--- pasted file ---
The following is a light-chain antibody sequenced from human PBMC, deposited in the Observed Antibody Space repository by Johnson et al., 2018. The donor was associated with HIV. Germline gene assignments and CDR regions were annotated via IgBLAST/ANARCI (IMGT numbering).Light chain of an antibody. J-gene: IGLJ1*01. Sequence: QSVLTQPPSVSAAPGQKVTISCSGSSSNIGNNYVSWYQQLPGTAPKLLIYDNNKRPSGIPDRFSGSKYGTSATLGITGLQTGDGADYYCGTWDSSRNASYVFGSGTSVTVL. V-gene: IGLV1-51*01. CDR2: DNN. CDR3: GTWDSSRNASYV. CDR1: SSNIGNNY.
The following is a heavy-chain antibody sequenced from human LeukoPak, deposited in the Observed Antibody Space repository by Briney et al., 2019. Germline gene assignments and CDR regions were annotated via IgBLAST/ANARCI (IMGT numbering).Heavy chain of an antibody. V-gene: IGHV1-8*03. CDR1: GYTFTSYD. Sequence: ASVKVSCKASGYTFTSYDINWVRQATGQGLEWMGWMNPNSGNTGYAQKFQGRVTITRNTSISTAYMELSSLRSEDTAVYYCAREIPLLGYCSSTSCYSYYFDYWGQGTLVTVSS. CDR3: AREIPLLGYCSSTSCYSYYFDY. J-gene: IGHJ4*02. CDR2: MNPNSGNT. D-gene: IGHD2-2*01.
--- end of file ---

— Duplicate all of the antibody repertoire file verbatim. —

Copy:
The following is a light-chain antibody sequenced from human PBMC, deposited in the Observed Antibody Space repository by Johnson et al., 2018. The donor was associated with HIV. Germline gene assignments and CDR regions were annotated via IgBLAST/ANARCI (IMGT numbering).Light chain of an antibody. J-gene: IGLJ1*01. Sequence: QSVLTQPPSVSAAPGQKVTISCSGSSSNIGNNYVSWYQQLPGTAPKLLIYDNNKRPSGIPDRFSGSKYGTSATLGITGLQTGDGADYYCGTWDSSRNASYVFGSGTSVTVL. V-gene: IGLV1-51*01. CDR2: DNN. CDR3: GTWDSSRNASYV. CDR1: SSNIGNNY.
The following is a heavy-chain antibody sequenced from human LeukoPak, deposited in the Observed Antibody Space repository by Briney et al., 2019. Germline gene assignments and CDR regions were annotated via IgBLAST/ANARCI (IMGT numbering).Heavy chain of an antibody. V-gene: IGHV1-8*03. CDR1: GYTFTSYD. Sequence: ASVKVSCKASGYTFTSYDINWVRQATGQGLEWMGWMNPNSGNTGYAQKFQGRVTITRNTSISTAYMELSSLRSEDTAVYYCAREIPLLGYCSSTSCYSYYFDYWGQGTLVTVSS. CDR3: AREIPLLGYCSSTSCYSYYFDY. J-gene: IGHJ4*02. CDR2: MNPNSGNT. D-gene: IGHD2-2*01.